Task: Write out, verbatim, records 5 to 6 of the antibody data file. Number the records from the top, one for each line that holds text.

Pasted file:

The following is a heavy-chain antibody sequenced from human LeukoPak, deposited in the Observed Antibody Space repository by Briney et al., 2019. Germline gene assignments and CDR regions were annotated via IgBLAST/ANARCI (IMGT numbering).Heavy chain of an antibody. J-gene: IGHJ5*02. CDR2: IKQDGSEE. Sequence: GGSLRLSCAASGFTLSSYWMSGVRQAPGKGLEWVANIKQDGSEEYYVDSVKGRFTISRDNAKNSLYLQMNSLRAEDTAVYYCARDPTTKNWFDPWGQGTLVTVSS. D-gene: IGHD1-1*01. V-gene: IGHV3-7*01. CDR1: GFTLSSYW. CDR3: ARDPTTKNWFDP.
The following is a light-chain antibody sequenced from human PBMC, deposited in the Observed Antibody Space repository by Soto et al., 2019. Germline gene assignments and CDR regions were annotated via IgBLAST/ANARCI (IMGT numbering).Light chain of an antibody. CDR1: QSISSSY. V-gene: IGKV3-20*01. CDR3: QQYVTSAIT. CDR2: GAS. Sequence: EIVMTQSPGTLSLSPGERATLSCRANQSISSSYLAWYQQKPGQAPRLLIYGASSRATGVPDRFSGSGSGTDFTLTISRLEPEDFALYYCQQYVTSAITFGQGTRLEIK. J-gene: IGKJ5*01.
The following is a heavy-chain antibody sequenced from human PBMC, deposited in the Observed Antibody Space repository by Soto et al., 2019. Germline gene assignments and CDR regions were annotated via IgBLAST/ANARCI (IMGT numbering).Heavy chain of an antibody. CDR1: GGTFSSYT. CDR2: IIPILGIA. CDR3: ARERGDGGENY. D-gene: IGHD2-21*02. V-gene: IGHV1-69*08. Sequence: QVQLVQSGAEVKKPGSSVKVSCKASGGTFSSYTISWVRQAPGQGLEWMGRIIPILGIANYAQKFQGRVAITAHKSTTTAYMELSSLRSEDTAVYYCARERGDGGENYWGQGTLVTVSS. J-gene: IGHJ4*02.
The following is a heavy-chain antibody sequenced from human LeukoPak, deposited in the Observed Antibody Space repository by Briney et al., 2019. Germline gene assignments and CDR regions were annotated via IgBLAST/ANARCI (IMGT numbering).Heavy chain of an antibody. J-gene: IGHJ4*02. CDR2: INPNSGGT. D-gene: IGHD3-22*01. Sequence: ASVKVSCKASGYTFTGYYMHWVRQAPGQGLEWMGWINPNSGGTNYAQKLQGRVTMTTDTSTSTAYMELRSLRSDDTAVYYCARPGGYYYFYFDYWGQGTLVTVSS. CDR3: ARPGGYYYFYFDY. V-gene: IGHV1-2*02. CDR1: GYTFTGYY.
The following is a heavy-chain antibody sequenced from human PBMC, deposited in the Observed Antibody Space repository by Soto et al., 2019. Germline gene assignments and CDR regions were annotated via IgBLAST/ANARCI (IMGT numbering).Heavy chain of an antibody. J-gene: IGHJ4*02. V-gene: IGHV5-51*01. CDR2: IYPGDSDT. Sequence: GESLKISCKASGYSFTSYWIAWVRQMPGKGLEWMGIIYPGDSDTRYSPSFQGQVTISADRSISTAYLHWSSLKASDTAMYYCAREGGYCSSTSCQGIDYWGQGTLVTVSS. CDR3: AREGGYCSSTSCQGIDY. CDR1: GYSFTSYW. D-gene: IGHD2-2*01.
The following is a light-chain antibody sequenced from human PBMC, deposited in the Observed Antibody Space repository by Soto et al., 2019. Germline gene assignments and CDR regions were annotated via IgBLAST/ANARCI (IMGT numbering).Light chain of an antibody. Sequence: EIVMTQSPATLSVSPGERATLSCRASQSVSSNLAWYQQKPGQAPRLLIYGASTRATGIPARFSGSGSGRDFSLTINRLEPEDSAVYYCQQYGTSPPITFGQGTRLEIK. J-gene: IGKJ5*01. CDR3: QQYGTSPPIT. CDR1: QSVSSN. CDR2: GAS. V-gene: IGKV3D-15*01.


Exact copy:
The following is a heavy-chain antibody sequenced from human PBMC, deposited in the Observed Antibody Space repository by Soto et al., 2019. Germline gene assignments and CDR regions were annotated via IgBLAST/ANARCI (IMGT numbering).Heavy chain of an antibody. J-gene: IGHJ4*02. V-gene: IGHV5-51*01. CDR2: IYPGDSDT. Sequence: GESLKISCKASGYSFTSYWIAWVRQMPGKGLEWMGIIYPGDSDTRYSPSFQGQVTISADRSISTAYLHWSSLKASDTAMYYCAREGGYCSSTSCQGIDYWGQGTLVTVSS. CDR3: AREGGYCSSTSCQGIDY. CDR1: GYSFTSYW. D-gene: IGHD2-2*01.
The following is a light-chain antibody sequenced from human PBMC, deposited in the Observed Antibody Space repository by Soto et al., 2019. Germline gene assignments and CDR regions were annotated via IgBLAST/ANARCI (IMGT numbering).Light chain of an antibody. Sequence: EIVMTQSPATLSVSPGERATLSCRASQSVSSNLAWYQQKPGQAPRLLIYGASTRATGIPARFSGSGSGRDFSLTINRLEPEDSAVYYCQQYGTSPPITFGQGTRLEIK. J-gene: IGKJ5*01. CDR3: QQYGTSPPIT. CDR1: QSVSSN. CDR2: GAS. V-gene: IGKV3D-15*01.